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Baltimore City Paper

No Story to Tell: Cameron Blake, Sea Couch, Sine Jensen, and Adam Trice at the Golden West Café, Jan. 15

Last weekend,

hosted the third edition of the Songwriter Sessions, a monthly event in which local musicians showcase their work in a quiet, intimate setting, often but not necessarily solo. There's apparently been enough confusion about that fairly straightforward format, however, that there have been running jokes on- and offstage about whether the performers were expected to speak at length about their creative process or lyrical inspirations, a la

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VH1 Storytellers

. For the most part, Saturday night's show was simply about songwriters sharing their work with no bells or whistles. Adam Trice of

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opened the night singing his songs with spare accompaniment from a second guitarist. Trice's low, gravelly singing has always sounded just a little bit forced, and while many great singer/songwriters have sung with a somewhat contrived persona, he doesn't quite inhabit the character as well as a Bob Dylan or Tom Waits. Still, the loose, twangy slide guitar leads helped lend his songs a certain atmosphere. Sine Jensen, who performs under the name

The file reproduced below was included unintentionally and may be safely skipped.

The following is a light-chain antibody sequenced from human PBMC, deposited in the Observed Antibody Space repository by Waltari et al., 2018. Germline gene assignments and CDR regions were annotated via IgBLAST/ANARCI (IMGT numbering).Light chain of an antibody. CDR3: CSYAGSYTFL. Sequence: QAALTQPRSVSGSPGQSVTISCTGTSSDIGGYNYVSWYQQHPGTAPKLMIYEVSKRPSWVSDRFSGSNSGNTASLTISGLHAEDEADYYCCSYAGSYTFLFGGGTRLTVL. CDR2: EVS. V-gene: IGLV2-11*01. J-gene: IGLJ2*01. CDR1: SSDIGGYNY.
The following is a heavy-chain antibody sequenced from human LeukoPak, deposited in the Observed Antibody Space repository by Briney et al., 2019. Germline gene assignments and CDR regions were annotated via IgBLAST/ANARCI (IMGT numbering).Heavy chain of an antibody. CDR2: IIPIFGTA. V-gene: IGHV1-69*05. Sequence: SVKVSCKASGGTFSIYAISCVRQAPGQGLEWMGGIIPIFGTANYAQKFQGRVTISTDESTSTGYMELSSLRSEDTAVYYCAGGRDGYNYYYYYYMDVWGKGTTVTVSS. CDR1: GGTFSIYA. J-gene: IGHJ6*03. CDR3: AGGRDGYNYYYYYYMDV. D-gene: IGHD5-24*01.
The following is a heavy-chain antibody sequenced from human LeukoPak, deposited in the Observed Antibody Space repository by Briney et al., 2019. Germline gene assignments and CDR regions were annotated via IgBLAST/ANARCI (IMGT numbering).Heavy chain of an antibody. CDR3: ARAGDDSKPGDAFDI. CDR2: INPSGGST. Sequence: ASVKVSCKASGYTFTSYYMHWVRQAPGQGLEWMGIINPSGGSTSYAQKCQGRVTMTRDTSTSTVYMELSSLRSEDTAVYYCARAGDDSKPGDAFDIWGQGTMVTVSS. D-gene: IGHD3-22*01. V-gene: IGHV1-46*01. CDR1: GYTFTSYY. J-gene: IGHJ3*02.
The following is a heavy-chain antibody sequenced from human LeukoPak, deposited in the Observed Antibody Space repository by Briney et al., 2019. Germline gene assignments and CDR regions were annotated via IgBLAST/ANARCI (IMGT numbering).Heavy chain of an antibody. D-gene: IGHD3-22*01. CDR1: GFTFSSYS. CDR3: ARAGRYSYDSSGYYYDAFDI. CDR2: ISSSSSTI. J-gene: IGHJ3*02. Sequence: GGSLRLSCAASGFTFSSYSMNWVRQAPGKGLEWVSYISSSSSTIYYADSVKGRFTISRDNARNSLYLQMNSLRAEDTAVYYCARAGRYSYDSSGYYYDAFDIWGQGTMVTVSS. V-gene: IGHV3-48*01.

, gave the most musically accomplished and compelling performance of the night. Like so many other solo performers these days, Bean relies on effects pedals to create a larger sound, laying down looped guitar riffs and then adding leads or even picking up a violin. But it was her seamless execution, and her ear for texture, that made her songs sound so fully developed and gorgeously layered. The next act, a trio named

, had similar components, but the band's twangy songs used the violin strictly as a fiddle, and the overall sound was much rougher, with flat voices and perfunctory instrumentation, though that did serve as a foreground for their often poignant and humorous lyrics. The night wound down with a performance by

, an ambitious and prolific singer/songwriter who released two albums in December and usually performs with a string quartet or a larger rock backing band. His songs occasionally lost something when stripped down to just his voice and acoustic guitar, but at some points he'd strum feverishly and work up a dark intensity that's rarely been heard in his more ornate full-band arrangements, just the kind of epiphany that the Songwriter Sessions help to reveal.


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